Everyone can think critically!

A Collaborative Exploration (CE) in which participants learn as much as possible about how critical thinking is presented and promoted by others.
  • In brief, CEs are an extension of Problem- or Project-Based Learning (PBL) and related approaches to education in which participants address a scenario or case in which the problems are not well defined, shaping their own directions of inquiry and developing their skills as investigators and prospective teachers (in the broadest sense of the word). (For more background, read the prospectus.)
  • If you want to know what a CE requires of you, this CE is completely asynchronous. Simply pursue inquiries based on the scenario below on your own, then make posts and read posts that participants make to a public google+ community, http://bit.ly/CCRPgplus (preferably in the period mid-October to mid-November).
  • If you are wondering how to define a meaningful and useful approach to the topic, let us hope the scenario stimulates you to participate. We will let CE participants judge for themselves whether their inquiries are relevant.
  • Intended outcomes for participants of this CE are of two kinds:
    • a) tangible: your entry to the "guidebook" envisaged in the scenario below, posted to http://bit.ly/CCRPgplus (with tag #601, which is the number of a course in which students are also undertaking this CE); and
    • b) experiential: being impressed at how much can be learned with a small commitment of time using the CE structure to motivate and connect participants.

Imagine a "guidebook" to help you appreciate the idea that everyone can think critically and to help you help others appreciate that idea. The end-product of this CE are drafts of entries to this guidebook, which might take the form of text, maps, schemas, mp3s, or something else. These entries should introduce and organize key resources, i.e., key concepts, issues and debates, references to research, quotes or paraphrases from those references, interactive activities and personal habits, people and organizations to take note of, appropriate stories. (Do not be concerned about whether your entries overlap with anyone else's.)

Some questions that might stimulate your inquiries:
  • How much have well-worn sources from the 80s and 90s been superseded by more recent research and writing; how much do old sources hold up? Is it justified to criticize a course or a handbook on critical thinking for using old references? Can we show the longer-term Critical Thinking instructors ways to update their syllabi?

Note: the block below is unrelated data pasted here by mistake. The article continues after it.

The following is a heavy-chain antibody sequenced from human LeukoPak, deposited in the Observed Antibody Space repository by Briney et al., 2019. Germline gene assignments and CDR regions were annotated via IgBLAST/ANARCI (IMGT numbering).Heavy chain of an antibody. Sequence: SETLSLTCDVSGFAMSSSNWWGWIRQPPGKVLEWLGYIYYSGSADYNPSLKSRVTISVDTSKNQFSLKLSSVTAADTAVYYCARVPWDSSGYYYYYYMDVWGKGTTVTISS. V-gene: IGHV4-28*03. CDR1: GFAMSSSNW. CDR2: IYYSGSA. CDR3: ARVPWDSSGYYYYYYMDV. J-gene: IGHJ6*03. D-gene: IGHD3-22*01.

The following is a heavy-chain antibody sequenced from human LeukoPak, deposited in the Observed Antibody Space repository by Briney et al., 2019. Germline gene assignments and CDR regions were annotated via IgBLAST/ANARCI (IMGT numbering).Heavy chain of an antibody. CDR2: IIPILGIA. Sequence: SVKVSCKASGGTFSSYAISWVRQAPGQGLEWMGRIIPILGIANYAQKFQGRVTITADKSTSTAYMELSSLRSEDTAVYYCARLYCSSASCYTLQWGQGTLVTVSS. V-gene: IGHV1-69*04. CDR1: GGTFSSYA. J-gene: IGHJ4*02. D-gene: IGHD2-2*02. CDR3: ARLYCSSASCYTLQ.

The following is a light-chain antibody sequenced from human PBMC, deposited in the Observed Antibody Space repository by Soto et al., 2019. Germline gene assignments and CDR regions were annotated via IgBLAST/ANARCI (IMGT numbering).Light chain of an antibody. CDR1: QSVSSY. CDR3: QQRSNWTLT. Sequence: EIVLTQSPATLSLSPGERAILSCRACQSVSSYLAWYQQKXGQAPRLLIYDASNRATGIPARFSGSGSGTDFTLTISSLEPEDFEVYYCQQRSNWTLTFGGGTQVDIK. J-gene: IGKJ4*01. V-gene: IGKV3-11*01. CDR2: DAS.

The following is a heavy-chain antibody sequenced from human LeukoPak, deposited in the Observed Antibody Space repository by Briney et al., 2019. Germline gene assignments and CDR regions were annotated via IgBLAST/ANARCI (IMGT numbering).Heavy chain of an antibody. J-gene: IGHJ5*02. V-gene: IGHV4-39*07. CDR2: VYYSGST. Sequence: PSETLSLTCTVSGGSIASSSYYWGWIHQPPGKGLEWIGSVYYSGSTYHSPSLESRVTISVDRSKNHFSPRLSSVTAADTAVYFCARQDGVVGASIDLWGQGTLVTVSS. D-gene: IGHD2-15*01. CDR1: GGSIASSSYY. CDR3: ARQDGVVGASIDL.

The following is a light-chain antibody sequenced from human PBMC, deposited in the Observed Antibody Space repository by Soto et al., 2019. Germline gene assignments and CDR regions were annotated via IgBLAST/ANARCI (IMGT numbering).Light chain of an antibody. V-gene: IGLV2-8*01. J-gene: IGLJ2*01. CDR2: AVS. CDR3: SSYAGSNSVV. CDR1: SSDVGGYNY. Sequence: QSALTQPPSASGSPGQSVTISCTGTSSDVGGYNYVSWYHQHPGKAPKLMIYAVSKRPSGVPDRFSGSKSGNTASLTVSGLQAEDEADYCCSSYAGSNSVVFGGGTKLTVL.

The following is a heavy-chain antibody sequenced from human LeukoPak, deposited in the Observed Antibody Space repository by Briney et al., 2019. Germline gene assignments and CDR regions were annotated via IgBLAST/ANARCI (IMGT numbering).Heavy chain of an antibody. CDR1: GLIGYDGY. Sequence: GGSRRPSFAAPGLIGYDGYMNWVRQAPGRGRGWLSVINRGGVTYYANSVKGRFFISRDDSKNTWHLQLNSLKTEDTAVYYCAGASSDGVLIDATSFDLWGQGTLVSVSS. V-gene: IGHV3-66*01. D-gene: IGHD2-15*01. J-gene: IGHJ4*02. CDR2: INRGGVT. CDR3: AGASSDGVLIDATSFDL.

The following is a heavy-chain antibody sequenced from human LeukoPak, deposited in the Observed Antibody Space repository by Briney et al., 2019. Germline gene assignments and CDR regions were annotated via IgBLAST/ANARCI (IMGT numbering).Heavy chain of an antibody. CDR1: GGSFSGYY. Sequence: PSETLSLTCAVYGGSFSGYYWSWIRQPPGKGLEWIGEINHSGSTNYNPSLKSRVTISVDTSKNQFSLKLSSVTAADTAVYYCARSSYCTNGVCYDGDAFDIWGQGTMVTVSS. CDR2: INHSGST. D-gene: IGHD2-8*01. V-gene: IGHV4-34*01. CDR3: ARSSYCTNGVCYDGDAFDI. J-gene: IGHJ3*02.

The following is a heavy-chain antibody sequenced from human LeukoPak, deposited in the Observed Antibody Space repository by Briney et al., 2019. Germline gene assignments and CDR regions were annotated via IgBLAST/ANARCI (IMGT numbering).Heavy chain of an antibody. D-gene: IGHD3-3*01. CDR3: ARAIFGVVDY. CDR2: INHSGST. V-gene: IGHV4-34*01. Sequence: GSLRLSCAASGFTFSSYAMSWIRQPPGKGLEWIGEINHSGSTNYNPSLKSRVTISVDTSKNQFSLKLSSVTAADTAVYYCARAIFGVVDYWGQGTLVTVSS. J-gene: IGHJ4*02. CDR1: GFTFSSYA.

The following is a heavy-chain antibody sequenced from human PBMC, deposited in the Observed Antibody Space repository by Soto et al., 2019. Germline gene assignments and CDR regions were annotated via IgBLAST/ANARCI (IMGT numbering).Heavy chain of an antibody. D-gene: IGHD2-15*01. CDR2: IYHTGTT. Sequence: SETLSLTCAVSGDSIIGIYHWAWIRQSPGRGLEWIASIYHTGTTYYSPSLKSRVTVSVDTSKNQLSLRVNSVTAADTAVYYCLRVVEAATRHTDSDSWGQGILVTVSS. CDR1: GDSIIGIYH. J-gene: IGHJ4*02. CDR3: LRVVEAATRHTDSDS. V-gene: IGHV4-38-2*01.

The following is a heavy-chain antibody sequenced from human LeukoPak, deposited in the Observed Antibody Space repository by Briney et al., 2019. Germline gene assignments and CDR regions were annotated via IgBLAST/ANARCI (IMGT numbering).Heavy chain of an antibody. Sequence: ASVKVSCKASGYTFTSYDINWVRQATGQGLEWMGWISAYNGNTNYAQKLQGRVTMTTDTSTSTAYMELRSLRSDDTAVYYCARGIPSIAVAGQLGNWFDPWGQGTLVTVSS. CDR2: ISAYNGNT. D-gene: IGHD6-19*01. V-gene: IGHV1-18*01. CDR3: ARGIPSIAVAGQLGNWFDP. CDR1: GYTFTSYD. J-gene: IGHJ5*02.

• Could the critical thinking process be thought of less as adding rule-bound practices and more as recognizing and removing obstacles that have come into place and obscured natural critical thinking? What authors have promoted the latter approach?
  • How much does the critical thinking process need to involve individuals seeking or creating supportive "context," e.g., arranging sounding boards or establishing one's surroundings as a "studio" to make a space where critical thinking comes easier? What is known about how spaces for critical thinking, communities and historical periods came together? What does critical thinking mean in different fields of work?
  • What has been studied and written about regarding what we could call indirect approaches to fostering critical thinking?
  • To the extent that the critical thinking process like the creative thinking process involves the capacity to manage, seek out, even welcome risk, struggle and failure, how can we feel more comfortable and supported in allowing "failures" to happen... of letting go of positions we once held strongly to?
  • What is there to support, or contradict, the idea that "everyone can think critically"? In guiding those who believe that they are not critical thinkers, what steps might be taken to encourage them to at least explore the possibility?
  • How is improvement in critical thinking assessed? How are different tools and activities to foster critical thinking evaluated?

The process towards the end products should involve reading and digesting as much as you can in the time available, guided by some of the questions above that interest you. The assumption (is this justified?) is that your experience undertaking the previous CE before having looked at how critical thinking is presented and promoted by others will help you to choose topics that most grab your interest and be engaged in learning about them. In any case, there is no expectation that you think like a textbook writer who has to cover every topic. Instead, you should identify a theme that can govern what your writing focuses on (see, for examples, the table of contents of Developing Minds). Entry points for readings are given by:
  • the syllabi from CCT courses in Critical Thinking (http://www.cct.umb.edu/courses.html#601);
  • The abdundant resources of http://www.criticalthinking.org/
  • The resources of http://habitsofmind.org/ or Costa, A. L. and B. Kallick (2008). Learning and Leading with Habits of Mind. Alexandria, VA, ASCD.
  • Costa, A. L. (ed.) 2001. Developing minds : a resource book for teaching thinking. 3rd ed. Alexandria, Va. : Association for Supervision and Curriculum Development.
  • Teays, W. 2009. Second Thoughts: Critical Thinking for a Diverse Society. 4th ed. New York: McGraw-Hill

Your explorations may, of course, lead you to more recent or more appropriate sources than you find in the CCT syllabi.